Vandermeulen Spirit Indicator
One of various devices invented to facilitate communication
with spirits through mechanical means. It consisted of two glass
prisms—one plain, the other resinous—fixed face-to-face on a
board. Between them hung a very light triangle of wire. The
prisms were connected to the positive and negative poles of a
dry bell battery.
If the hanging triangle swung out and touched the positive
wire, the circuit was closed and the bell rang. The spirits were
expected to generate electricity in the prisms. If this was done,
the hanging triangle wired to the negative pole would be repelled
by the negative prism and attracted to the positive wire.
The bell would ring, which was taken as an indication that a
spirit desired to communicate, and the observers would rush to
the ouija board to obtain the message.
The young inventor died in 1930 before his apparatus could
be tested properly, but it was revived by a Mr. Rutot, a Belgian
professor and a member of the Royal Academy of Sciences.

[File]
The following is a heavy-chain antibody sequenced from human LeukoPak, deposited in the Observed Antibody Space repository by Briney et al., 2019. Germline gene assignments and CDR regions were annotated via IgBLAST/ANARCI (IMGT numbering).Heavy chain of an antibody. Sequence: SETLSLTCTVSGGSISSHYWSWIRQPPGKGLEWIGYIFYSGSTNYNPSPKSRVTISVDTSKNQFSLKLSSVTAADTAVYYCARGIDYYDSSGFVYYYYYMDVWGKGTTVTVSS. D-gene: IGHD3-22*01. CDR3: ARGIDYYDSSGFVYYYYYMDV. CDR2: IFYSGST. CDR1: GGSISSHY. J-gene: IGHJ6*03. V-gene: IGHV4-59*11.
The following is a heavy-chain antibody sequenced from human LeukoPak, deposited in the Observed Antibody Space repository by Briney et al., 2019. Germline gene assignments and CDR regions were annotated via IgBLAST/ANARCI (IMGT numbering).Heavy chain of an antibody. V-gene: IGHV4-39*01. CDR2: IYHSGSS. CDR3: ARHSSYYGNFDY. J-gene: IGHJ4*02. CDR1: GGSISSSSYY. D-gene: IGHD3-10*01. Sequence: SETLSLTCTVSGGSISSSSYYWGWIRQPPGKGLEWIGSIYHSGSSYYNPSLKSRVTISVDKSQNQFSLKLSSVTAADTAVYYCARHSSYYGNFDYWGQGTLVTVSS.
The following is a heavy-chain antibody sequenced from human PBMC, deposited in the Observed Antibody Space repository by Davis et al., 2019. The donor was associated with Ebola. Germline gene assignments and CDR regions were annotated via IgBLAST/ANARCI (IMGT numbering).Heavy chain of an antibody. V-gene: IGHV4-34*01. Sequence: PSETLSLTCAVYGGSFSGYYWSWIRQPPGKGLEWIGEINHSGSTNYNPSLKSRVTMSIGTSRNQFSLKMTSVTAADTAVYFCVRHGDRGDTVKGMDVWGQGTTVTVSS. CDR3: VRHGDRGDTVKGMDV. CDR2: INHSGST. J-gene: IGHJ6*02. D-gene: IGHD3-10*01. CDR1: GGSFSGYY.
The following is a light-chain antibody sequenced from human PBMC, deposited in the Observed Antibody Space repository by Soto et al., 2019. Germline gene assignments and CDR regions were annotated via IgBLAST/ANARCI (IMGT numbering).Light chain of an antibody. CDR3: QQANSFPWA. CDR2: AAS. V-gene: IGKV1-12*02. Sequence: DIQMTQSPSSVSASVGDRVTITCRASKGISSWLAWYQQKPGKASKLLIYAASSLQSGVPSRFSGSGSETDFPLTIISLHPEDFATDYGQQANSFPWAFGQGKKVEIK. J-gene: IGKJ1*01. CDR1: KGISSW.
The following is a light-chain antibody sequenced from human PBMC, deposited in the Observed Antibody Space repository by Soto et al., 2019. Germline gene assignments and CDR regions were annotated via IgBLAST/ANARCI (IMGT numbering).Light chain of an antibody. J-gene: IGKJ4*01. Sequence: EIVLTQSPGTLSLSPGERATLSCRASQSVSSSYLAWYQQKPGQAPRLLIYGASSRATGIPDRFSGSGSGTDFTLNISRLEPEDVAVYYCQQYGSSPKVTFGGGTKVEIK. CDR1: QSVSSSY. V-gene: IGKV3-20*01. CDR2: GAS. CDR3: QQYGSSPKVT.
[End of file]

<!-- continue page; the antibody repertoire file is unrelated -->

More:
Rutot claimed that by means of the apparatus he had been able
to contact the dead inventor. The apparatus, which came to be
known as Rutot’s Spirit Indicator, was described in Revue
Métapsychique (May–June, 1930, p. 256), and Rutot’s own experiences
were published in the Bulletin du Conseil de Recherches
Métapsychiques de Belgique (July 1930). An English-language deVampire
Studies Encyclopedia of Occultism & Parapsychology • 5th Ed.
1624
scription of the apparatus, with detailed instructions for construction,
was published by Robert J. Strong in his book Spiritual
Engineering (1931).
For a detailed report of tests, with photographs, see the
chapter ‘‘Rutot’s Triangles’’ in Laboratory Investigations into Psychic
Phenomena by Hereward Carrington (n.d.). It was not possible
for Carrington to confirm the ‘‘instrumental communication
with the dead’’ claimed by Rutot. Mechanical faults were
not ruled out, and it was suggested that Rutot’s claimed results
may have been due to experimenters with mediumistic or telekinetic
powers. (See also electronic voice phenomenon)